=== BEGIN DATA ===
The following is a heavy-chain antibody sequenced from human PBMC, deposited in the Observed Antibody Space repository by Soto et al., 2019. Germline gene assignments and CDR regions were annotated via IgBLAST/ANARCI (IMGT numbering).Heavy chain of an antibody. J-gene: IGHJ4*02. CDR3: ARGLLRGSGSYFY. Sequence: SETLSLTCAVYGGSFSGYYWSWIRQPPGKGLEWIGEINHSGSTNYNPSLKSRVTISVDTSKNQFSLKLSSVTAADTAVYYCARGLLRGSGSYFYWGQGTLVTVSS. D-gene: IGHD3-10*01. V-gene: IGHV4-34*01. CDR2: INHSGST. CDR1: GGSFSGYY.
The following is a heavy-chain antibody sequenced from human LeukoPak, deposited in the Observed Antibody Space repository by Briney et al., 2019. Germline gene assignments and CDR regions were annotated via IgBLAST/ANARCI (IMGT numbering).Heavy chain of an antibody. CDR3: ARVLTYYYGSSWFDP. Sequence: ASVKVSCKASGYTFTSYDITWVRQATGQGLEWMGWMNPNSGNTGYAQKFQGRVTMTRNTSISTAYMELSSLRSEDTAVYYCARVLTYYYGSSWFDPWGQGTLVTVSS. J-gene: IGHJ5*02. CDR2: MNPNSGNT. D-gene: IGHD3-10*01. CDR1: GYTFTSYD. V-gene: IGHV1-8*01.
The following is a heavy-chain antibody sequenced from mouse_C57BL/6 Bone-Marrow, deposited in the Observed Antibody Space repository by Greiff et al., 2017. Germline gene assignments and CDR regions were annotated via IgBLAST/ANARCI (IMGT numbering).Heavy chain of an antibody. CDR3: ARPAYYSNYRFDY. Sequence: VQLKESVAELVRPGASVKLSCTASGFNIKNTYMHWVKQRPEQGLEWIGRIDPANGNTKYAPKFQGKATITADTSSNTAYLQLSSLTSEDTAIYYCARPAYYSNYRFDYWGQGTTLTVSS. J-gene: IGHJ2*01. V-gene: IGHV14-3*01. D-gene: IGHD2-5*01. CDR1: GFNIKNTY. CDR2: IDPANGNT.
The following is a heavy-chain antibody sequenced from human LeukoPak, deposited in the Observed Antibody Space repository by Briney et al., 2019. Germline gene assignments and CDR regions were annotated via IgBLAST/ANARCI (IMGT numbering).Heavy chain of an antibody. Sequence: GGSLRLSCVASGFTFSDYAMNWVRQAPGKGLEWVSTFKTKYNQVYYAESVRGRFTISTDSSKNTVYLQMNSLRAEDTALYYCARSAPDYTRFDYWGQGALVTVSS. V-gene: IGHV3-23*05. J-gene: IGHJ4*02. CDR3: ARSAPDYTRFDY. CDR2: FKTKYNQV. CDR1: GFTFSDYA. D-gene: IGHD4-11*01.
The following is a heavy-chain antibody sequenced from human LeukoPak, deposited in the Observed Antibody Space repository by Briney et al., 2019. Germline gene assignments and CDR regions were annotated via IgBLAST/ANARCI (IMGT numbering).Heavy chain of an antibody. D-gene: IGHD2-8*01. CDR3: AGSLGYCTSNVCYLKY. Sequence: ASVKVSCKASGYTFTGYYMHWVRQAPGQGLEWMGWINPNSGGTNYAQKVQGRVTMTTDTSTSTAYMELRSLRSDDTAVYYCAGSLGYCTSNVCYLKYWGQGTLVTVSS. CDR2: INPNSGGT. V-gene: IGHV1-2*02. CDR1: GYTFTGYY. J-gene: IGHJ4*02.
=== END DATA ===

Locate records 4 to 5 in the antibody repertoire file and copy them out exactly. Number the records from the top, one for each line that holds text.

The following is a heavy-chain antibody sequenced from human LeukoPak, deposited in the Observed Antibody Space repository by Briney et al., 2019. Germline gene assignments and CDR regions were annotated via IgBLAST/ANARCI (IMGT numbering).Heavy chain of an antibody. Sequence: GGSLRLSCVASGFTFSDYAMNWVRQAPGKGLEWVSTFKTKYNQVYYAESVRGRFTISTDSSKNTVYLQMNSLRAEDTALYYCARSAPDYTRFDYWGQGALVTVSS. V-gene: IGHV3-23*05. J-gene: IGHJ4*02. CDR3: ARSAPDYTRFDY. CDR2: FKTKYNQV. CDR1: GFTFSDYA. D-gene: IGHD4-11*01.
The following is a heavy-chain antibody sequenced from human LeukoPak, deposited in the Observed Antibody Space repository by Briney et al., 2019. Germline gene assignments and CDR regions were annotated via IgBLAST/ANARCI (IMGT numbering).Heavy chain of an antibody. D-gene: IGHD2-8*01. CDR3: AGSLGYCTSNVCYLKY. Sequence: ASVKVSCKASGYTFTGYYMHWVRQAPGQGLEWMGWINPNSGGTNYAQKVQGRVTMTTDTSTSTAYMELRSLRSDDTAVYYCAGSLGYCTSNVCYLKYWGQGTLVTVSS. CDR2: INPNSGGT. V-gene: IGHV1-2*02. CDR1: GYTFTGYY. J-gene: IGHJ4*02.